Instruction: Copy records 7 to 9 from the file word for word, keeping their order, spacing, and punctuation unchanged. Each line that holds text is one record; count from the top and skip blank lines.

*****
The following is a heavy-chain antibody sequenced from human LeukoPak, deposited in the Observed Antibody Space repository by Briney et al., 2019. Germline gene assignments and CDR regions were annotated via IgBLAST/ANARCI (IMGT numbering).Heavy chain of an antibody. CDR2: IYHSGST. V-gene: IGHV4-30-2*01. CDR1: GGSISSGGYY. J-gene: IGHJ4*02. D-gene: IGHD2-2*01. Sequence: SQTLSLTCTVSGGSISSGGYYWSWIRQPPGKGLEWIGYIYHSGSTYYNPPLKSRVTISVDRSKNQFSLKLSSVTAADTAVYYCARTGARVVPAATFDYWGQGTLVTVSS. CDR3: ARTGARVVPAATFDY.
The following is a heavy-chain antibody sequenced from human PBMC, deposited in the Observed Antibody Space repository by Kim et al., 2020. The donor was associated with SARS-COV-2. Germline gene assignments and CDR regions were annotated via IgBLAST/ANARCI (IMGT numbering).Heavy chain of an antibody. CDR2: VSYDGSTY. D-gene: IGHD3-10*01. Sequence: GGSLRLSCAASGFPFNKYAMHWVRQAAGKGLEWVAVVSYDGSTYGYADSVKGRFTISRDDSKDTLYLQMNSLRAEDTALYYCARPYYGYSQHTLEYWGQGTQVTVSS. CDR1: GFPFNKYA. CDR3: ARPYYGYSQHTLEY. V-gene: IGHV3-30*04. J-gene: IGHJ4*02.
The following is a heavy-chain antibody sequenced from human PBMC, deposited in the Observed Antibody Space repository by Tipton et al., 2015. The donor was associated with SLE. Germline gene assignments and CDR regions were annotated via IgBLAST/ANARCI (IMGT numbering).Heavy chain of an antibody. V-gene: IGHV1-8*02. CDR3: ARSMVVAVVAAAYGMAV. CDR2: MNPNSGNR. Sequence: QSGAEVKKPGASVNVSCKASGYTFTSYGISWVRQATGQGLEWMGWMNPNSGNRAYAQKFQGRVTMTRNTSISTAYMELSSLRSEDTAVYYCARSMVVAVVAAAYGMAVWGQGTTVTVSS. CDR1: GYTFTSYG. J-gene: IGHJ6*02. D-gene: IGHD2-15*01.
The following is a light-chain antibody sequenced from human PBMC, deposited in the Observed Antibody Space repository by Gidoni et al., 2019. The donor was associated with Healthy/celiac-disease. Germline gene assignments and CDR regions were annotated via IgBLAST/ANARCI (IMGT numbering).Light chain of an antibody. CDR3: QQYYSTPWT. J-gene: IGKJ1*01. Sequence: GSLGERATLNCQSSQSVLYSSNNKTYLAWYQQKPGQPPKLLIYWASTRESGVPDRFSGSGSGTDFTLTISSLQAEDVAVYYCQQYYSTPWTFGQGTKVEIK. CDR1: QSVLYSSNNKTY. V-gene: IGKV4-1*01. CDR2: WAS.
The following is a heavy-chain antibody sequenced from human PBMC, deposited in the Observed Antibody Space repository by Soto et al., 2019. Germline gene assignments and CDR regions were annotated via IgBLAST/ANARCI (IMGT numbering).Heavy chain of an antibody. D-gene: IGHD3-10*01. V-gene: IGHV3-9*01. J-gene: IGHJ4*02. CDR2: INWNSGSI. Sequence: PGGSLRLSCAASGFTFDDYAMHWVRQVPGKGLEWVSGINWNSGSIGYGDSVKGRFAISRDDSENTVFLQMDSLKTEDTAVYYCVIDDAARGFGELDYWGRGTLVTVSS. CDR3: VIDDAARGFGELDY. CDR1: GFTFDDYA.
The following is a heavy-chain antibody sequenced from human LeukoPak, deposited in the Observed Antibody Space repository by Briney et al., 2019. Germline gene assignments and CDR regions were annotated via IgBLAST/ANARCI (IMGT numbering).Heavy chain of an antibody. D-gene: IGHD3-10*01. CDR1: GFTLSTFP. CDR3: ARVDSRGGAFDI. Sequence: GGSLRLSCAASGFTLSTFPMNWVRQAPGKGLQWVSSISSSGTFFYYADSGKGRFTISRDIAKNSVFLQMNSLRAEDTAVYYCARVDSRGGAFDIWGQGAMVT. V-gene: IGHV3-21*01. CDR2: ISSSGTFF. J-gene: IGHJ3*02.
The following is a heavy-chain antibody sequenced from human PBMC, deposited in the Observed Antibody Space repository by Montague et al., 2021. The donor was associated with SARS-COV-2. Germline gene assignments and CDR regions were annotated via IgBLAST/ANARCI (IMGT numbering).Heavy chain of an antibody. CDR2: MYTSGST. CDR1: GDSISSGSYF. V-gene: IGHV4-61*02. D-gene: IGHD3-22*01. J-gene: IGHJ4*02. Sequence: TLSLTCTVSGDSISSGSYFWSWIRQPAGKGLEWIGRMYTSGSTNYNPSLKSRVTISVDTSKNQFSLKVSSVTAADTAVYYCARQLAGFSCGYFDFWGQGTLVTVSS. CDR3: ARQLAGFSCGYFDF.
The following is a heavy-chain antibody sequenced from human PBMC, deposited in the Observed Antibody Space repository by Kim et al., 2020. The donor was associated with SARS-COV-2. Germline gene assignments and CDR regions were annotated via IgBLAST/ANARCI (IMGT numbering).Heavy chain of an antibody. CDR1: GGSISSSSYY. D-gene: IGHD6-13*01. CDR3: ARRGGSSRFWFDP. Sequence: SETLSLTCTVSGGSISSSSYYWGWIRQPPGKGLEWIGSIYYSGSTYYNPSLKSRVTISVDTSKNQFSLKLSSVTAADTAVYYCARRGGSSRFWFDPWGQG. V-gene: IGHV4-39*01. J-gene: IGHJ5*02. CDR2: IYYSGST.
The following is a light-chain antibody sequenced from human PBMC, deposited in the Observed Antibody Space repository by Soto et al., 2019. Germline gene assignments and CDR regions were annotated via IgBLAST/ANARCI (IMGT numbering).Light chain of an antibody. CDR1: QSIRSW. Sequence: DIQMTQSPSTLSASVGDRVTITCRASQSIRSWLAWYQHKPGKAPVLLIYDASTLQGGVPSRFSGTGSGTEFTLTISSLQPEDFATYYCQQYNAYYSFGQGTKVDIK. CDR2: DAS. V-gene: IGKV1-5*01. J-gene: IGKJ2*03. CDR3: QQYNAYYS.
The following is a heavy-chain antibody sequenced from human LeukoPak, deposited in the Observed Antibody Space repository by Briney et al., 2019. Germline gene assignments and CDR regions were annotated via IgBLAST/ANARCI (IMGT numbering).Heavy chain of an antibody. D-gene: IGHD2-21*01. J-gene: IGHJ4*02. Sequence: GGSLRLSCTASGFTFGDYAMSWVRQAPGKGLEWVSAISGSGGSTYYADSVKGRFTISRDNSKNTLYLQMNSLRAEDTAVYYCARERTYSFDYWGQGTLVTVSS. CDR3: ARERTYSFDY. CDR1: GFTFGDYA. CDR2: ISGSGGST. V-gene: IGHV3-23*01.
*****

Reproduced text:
The following is a heavy-chain antibody sequenced from human PBMC, deposited in the Observed Antibody Space repository by Montague et al., 2021. The donor was associated with SARS-COV-2. Germline gene assignments and CDR regions were annotated via IgBLAST/ANARCI (IMGT numbering).Heavy chain of an antibody. CDR2: MYTSGST. CDR1: GDSISSGSYF. V-gene: IGHV4-61*02. D-gene: IGHD3-22*01. J-gene: IGHJ4*02. Sequence: TLSLTCTVSGDSISSGSYFWSWIRQPAGKGLEWIGRMYTSGSTNYNPSLKSRVTISVDTSKNQFSLKVSSVTAADTAVYYCARQLAGFSCGYFDFWGQGTLVTVSS. CDR3: ARQLAGFSCGYFDF.
The following is a heavy-chain antibody sequenced from human PBMC, deposited in the Observed Antibody Space repository by Kim et al., 2020. The donor was associated with SARS-COV-2. Germline gene assignments and CDR regions were annotated via IgBLAST/ANARCI (IMGT numbering).Heavy chain of an antibody. CDR1: GGSISSSSYY. D-gene: IGHD6-13*01. CDR3: ARRGGSSRFWFDP. Sequence: SETLSLTCTVSGGSISSSSYYWGWIRQPPGKGLEWIGSIYYSGSTYYNPSLKSRVTISVDTSKNQFSLKLSSVTAADTAVYYCARRGGSSRFWFDPWGQG. V-gene: IGHV4-39*01. J-gene: IGHJ5*02. CDR2: IYYSGST.
The following is a light-chain antibody sequenced from human PBMC, deposited in the Observed Antibody Space repository by Soto et al., 2019. Germline gene assignments and CDR regions were annotated via IgBLAST/ANARCI (IMGT numbering).Light chain of an antibody. CDR1: QSIRSW. Sequence: DIQMTQSPSTLSASVGDRVTITCRASQSIRSWLAWYQHKPGKAPVLLIYDASTLQGGVPSRFSGTGSGTEFTLTISSLQPEDFATYYCQQYNAYYSFGQGTKVDIK. CDR2: DAS. V-gene: IGKV1-5*01. J-gene: IGKJ2*03. CDR3: QQYNAYYS.